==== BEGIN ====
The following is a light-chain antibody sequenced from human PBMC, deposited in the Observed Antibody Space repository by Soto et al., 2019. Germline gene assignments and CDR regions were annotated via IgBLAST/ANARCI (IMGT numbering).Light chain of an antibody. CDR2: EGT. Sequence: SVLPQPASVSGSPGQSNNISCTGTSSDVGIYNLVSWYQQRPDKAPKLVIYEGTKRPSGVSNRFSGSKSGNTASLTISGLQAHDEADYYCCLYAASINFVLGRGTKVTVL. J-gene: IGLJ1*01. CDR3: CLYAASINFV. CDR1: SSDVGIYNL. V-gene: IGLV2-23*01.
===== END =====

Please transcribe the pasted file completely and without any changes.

The following is a light-chain antibody sequenced from human PBMC, deposited in the Observed Antibody Space repository by Soto et al., 2019. Germline gene assignments and CDR regions were annotated via IgBLAST/ANARCI (IMGT numbering).Light chain of an antibody. CDR2: EGT. Sequence: SVLPQPASVSGSPGQSNNISCTGTSSDVGIYNLVSWYQQRPDKAPKLVIYEGTKRPSGVSNRFSGSKSGNTASLTISGLQAHDEADYYCCLYAASINFVLGRGTKVTVL. J-gene: IGLJ1*01. CDR3: CLYAASINFV. CDR1: SSDVGIYNL. V-gene: IGLV2-23*01.